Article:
Poor Chaos

Last night was quite cold at 11 degrees.  I was a bit concerned about frozen critters, but this morning everyone looked fine.  I did my usual routine of changing out the frozen buckets with warm water, but kept the chickens in the run for a bit in case it didn’t warm up.  By then it was 18 degrees.

At noon, when I took the dogs out again, it had warmed up to 28 (brr), so I let the hens out to scavenge what they could.  Again everyone looked fine.   Checking the nests showed our 5th egg of the day.  Yeah, I’m still waiting for that “they slow way down or stop laying in the winter” thing.

Darkness falls fairly early here, so by 4 p.m., DS3 and I were out to put everyone away and make sure their water was still in a liquid state.   I glanced at Chaos on my way to the goats and said, “Goodness, girl, what did you get into?” and kept going as I was rushed because of a project I was in the middle of.  DS3 said, “Mom, is that blood?!”  Whipping around, I see this poor white chicken that I thought was “just dirty”.


A ripped up comb and bloody feathers.

A ripped up comb and bloody feathers.


Bloody head

Bloody head


Not so white anymore

Not so white anymore


I felt bad that I was so lost in my own thoughts that I hadn’t even noticed this poor creature’s condition.  She was scratching around the ground like normal, no signs of distress, no squawking, nothing.    DS3 caught her while I took care of the goats.   We took pictures so I had a visual reference in case I needed it searching online for a cause.  We have never had this happen, so I was clueless.

At first I thought the Shepherd across the street or another dog had attacked her, but she has no other injuries.   I know chickens are cannibals if one of their own is bleeding or injured, so we put them all in the coop together to see if they attacked her.   If they did, then we would need to move her into the house for her own protection while she healed.  This causes a new set of problems since the house is much warmer than outside.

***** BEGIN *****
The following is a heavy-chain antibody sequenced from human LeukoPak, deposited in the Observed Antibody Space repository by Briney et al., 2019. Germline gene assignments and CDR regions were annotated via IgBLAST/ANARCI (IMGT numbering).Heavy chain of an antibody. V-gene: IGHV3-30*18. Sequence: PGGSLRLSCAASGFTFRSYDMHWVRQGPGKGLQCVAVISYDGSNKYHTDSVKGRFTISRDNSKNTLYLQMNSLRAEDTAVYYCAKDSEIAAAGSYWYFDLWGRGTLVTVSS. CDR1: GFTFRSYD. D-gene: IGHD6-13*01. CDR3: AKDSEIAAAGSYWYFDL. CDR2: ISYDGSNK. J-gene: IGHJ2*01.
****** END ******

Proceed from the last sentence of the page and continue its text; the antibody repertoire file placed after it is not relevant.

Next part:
They ignored her and began roosting.    Having no idea what to do with an injured comb, I left it alone so I didn’t make it worse or cause her to get frostbite by washing it.   The internet can be a good tool.   I discovered it was most likely a fight with another hen over something.     We did go back out about an hour after dark to make sure they were really leaving her alone and all was quiet.

We will bring her in tomorrow to wash it and put some antibiotic ointment on it.   I’ll also check the nesting boxes and the coop to see if I can find any blood.  If they’re fighting over a nest, then I’ll add a couple more inside.  The priority is obviously making sure she isn’t attacked by the others and to keep her comb from getting infected.



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